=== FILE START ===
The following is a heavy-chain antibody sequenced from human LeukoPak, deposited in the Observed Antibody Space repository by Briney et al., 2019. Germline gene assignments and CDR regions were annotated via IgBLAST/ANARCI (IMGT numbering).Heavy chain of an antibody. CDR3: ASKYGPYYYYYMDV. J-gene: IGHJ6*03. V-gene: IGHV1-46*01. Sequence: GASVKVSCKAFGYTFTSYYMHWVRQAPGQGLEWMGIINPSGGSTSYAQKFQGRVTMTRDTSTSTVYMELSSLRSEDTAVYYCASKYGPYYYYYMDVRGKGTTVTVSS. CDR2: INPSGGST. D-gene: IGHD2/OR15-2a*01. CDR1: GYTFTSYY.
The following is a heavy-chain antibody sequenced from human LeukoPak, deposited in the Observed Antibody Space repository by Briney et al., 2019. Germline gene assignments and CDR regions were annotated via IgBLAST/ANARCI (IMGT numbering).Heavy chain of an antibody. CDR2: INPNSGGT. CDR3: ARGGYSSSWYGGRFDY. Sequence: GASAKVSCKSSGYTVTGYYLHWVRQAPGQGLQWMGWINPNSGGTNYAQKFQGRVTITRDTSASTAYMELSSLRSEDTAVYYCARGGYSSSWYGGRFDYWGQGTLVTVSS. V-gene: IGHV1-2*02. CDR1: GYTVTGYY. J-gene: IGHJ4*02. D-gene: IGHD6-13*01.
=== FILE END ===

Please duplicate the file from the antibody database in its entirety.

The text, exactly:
The following is a heavy-chain antibody sequenced from human LeukoPak, deposited in the Observed Antibody Space repository by Briney et al., 2019. Germline gene assignments and CDR regions were annotated via IgBLAST/ANARCI (IMGT numbering).Heavy chain of an antibody. CDR3: ASKYGPYYYYYMDV. J-gene: IGHJ6*03. V-gene: IGHV1-46*01. Sequence: GASVKVSCKAFGYTFTSYYMHWVRQAPGQGLEWMGIINPSGGSTSYAQKFQGRVTMTRDTSTSTVYMELSSLRSEDTAVYYCASKYGPYYYYYMDVRGKGTTVTVSS. CDR2: INPSGGST. D-gene: IGHD2/OR15-2a*01. CDR1: GYTFTSYY.
The following is a heavy-chain antibody sequenced from human LeukoPak, deposited in the Observed Antibody Space repository by Briney et al., 2019. Germline gene assignments and CDR regions were annotated via IgBLAST/ANARCI (IMGT numbering).Heavy chain of an antibody. CDR2: INPNSGGT. CDR3: ARGGYSSSWYGGRFDY. Sequence: GASAKVSCKSSGYTVTGYYLHWVRQAPGQGLQWMGWINPNSGGTNYAQKFQGRVTITRDTSASTAYMELSSLRSEDTAVYYCARGGYSSSWYGGRFDYWGQGTLVTVSS. V-gene: IGHV1-2*02. CDR1: GYTVTGYY. J-gene: IGHJ4*02. D-gene: IGHD6-13*01.